Crossing the river to develop pre-emptions, proved to be the incentive to build the first bridge at the foot of Cedar Street in 1916. Prior to the bridge being built all food, furniture, stock, feed and equipment was rafted across the river and packed in. Even after the construction of the first bridge, travelling to and from Wildwood was a difficult task. The switchback road up Wildwood hill was sandy and unstable, and the pedestrian pathway consisted of a long staircase from the river to the top of the hill.
Thankfully, children no longer had to make this journey every day for school beginning in 1922 when the first Wildwood School was built. It was originally only one room, but a second classroom was added a year later. The children who attended this school came from the homesteader and settler families of Wildwood, as well as the Japanese and Chinese families living near the shingle mill. By 1931, the community had outgrown the first Wildwood School, and James Thompson School was opened.
The newest Wildwood Bridge was installed in 1965, however the structure itself is far from new. The bridge is originally from Silver Creek near Hope B.C., and was later moved to Powell River. The installation process took far longer than anticipated, leaving many residents frustrated.
Like most other Canadians, Wildwood residents faced hardships during the Great Depression, however, there were some efforts by companies and business owners alike to help alleviate the economic strain. The Powell River Company opened its properties in Wildwood for firewood cutting at a rate of $1.25 per cord which provided some local people with work and firewood for the winter, while the Sing Lee Store began to accept fresh produce from the gardens of locals in return for dry goods including flour and sugar.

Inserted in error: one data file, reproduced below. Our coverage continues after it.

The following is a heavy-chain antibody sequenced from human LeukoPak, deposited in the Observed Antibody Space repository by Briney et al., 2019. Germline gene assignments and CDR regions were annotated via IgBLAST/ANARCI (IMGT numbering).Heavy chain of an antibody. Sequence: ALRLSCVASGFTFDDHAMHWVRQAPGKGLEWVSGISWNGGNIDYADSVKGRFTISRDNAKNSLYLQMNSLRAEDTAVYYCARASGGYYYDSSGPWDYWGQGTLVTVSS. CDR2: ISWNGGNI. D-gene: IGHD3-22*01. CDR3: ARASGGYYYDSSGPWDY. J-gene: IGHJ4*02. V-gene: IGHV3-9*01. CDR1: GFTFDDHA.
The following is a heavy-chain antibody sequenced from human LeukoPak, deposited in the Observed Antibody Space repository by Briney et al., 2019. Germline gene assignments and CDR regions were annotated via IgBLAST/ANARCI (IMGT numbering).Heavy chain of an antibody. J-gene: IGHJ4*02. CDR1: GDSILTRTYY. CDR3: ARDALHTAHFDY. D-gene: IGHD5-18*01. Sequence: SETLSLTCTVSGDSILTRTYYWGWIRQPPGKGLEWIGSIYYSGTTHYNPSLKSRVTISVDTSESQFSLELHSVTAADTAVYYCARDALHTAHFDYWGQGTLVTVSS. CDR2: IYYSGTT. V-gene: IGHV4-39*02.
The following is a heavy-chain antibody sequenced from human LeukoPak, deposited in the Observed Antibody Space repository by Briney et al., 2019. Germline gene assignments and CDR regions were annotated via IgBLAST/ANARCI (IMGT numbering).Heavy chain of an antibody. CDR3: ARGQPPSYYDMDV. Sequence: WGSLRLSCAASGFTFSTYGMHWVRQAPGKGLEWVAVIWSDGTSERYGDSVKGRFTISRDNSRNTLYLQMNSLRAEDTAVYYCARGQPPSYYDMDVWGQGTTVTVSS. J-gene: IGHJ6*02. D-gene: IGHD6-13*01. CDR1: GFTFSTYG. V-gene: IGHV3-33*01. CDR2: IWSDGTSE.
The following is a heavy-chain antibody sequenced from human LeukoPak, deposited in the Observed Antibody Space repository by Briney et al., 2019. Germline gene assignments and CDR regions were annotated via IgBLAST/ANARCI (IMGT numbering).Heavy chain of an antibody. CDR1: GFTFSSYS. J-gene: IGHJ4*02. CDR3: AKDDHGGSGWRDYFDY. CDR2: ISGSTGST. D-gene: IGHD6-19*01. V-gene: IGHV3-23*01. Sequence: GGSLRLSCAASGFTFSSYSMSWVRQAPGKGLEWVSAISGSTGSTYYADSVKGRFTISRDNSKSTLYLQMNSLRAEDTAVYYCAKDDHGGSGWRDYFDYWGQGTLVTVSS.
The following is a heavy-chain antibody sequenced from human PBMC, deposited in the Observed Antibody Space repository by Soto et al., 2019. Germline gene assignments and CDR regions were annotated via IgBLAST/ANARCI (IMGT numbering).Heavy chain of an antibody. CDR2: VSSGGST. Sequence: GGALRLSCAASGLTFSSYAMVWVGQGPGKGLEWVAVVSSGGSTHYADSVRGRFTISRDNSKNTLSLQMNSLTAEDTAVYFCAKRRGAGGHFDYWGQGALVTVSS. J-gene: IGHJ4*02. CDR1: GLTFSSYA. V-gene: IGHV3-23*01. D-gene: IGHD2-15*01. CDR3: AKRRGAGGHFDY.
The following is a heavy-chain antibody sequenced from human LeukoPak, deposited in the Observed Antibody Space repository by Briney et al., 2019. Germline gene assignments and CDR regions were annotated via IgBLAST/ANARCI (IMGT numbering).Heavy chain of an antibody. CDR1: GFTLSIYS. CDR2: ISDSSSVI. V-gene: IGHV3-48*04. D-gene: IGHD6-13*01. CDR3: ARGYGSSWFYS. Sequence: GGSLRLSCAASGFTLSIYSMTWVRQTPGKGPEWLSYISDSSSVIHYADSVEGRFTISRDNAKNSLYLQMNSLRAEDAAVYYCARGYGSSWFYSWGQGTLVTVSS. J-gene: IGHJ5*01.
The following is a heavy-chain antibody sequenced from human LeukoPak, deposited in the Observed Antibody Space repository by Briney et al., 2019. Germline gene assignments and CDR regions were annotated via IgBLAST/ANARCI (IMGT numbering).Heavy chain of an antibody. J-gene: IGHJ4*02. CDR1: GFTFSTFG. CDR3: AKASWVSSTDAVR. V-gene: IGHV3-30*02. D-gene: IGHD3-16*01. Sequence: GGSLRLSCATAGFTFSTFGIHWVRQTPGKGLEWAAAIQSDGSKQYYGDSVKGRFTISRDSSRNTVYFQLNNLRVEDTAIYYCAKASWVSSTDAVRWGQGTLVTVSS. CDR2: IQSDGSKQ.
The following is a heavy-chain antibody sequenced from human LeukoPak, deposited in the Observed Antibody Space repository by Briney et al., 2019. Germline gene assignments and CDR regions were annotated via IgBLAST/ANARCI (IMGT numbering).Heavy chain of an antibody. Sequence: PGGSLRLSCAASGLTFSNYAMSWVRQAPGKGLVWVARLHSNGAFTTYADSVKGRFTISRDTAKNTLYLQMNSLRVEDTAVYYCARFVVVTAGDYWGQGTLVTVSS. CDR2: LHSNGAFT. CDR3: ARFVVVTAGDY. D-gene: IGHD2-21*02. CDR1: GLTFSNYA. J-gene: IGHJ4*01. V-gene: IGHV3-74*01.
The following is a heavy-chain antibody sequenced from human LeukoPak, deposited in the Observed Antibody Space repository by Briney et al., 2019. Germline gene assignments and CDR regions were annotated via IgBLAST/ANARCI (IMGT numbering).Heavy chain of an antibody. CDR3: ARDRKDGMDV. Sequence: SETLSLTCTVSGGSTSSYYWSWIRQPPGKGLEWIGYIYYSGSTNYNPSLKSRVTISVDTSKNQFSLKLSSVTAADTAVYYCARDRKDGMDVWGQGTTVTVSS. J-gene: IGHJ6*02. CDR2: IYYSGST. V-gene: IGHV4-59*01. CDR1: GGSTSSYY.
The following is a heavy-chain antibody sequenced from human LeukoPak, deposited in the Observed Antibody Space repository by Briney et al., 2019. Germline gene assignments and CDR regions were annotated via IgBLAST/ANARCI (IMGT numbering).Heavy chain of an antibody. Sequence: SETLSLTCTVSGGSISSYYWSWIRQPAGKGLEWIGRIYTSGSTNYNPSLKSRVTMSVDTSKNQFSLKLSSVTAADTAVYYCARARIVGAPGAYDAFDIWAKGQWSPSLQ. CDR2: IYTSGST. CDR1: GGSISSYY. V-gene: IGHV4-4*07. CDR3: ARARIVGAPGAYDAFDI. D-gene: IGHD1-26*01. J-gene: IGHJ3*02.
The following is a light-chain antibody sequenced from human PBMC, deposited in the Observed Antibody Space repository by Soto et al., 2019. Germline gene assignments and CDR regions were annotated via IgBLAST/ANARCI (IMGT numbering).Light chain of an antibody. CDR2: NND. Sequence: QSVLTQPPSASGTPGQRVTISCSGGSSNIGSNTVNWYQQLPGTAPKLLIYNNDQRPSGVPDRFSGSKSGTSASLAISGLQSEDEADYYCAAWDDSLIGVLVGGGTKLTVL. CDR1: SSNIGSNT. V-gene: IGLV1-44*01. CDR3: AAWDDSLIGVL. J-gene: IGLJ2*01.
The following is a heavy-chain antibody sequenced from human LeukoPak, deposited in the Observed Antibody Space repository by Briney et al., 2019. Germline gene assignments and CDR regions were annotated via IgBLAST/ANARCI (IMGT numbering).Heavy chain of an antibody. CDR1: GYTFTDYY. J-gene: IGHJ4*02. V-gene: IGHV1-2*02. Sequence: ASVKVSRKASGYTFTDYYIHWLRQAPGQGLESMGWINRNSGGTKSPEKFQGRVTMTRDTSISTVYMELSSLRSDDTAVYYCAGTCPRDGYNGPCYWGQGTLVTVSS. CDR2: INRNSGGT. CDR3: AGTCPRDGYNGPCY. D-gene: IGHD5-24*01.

A number of businesses have operated within Wildwood over the years including many farms and dairies. Sam Sing’s garden on King Avenue provided fresh fruit and vegetables for Wildwood and Townsite residents throughout much of the 1920s and 30s. Sing employed many Chinese laborers for his farm, as well as drivers who sold the produce out of trucks. The Sing family were also residents of Wildwood and lived on the corner of Chilco Ave, just up the hill from the Sing Lee store at the Shingle Mill.
Historically, Wildwood has been home to a significant number of Italian families whose patriarchs and young men were employed by the mill. Although there has been an Italian presence in the qathet region since the Moodyville Sawmill commenced operations in the 1880s, the region saw a significant influx of Italian workers hired by the Powell River Company when paper machines three and four were opened. The Italian influence in the neighbourhood became visible through the establishment of St. Gerard's Catholic Church in 1956, the Italian Hall in 1964, and the increase in demand for grapes at Bosa and Mitchell Bros. Store across the river in Cranberry.
Throughout the community's history, farms were developed, a school was built, businesses were started and Wildwood became a wonderful close knit community. By 1955 nearly 1250 people resided in Wildwood's 450 homes. Wildwood officially became part of Powell River in 1959, alongside the suburbs of Westview and Cranberry. As part of the amalgamation process, most of the roads within the community were re-named.
Wildwood School / James Thomson